Kittenman writes: The BBC is carrying a story about researchers in the UK and Belgium who can detect the thinking processes within a patient previously thought to be in a 'vegetative state'. The researchers ask the patient verbally to think in certain ways to indicate a "yes", in other ways to indicate a "no" — and have successfully communicated with 4 out of 23 patients previously thought to be in a coma.
A long-time Apple software developer from Sydney fears he may have to lay off most of his staff after draconian Apple legal threats and a rare personal email from Apple chief executive officer Steve Jobs.
Mathew Peterson, 25, has been creating Mac software since he was 17 and one of his most popular products has been "iPodRip", which allows people to back up their music collections from their iPods on to their computers.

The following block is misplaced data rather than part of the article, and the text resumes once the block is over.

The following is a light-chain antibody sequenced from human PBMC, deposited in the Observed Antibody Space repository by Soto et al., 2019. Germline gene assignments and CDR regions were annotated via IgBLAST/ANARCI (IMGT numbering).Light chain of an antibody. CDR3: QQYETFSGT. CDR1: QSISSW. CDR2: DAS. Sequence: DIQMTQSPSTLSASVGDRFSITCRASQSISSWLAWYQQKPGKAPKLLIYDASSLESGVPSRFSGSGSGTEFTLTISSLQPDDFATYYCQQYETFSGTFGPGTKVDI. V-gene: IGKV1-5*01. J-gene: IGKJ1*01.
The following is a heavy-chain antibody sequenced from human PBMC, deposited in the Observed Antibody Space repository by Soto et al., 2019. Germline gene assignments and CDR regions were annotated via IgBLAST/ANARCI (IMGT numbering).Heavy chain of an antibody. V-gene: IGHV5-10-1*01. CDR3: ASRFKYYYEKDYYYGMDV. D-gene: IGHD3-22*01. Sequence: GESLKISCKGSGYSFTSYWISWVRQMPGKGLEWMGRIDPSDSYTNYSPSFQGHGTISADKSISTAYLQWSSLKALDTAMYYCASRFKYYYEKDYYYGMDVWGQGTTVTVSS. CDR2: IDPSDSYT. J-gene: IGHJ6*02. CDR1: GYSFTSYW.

It was an instant hit and particularly useful in emergencies because, if a user's computer dies and they attempt to connect their iPod to their new machine, all music and videos on the device are usually wiped...
Peterson's Manly-based company, The Little App Factory, now employs eight staff members, makes two other Apple-related software tools and claims to have approximately 6 million customers. But iPodRip, which sells for $US19.95, pulls in the lion's share of revenue.
Despite iPodRip being available for the past six years, about 2 weeks ago, Peterson received a cease and desist letter from Apple's lawyers, Baker & McKenzie. It asked him to stop using "iPod" in his software's name, remove any Apple-related logos from his product and relinquish control of his domain name, ipodrip.com.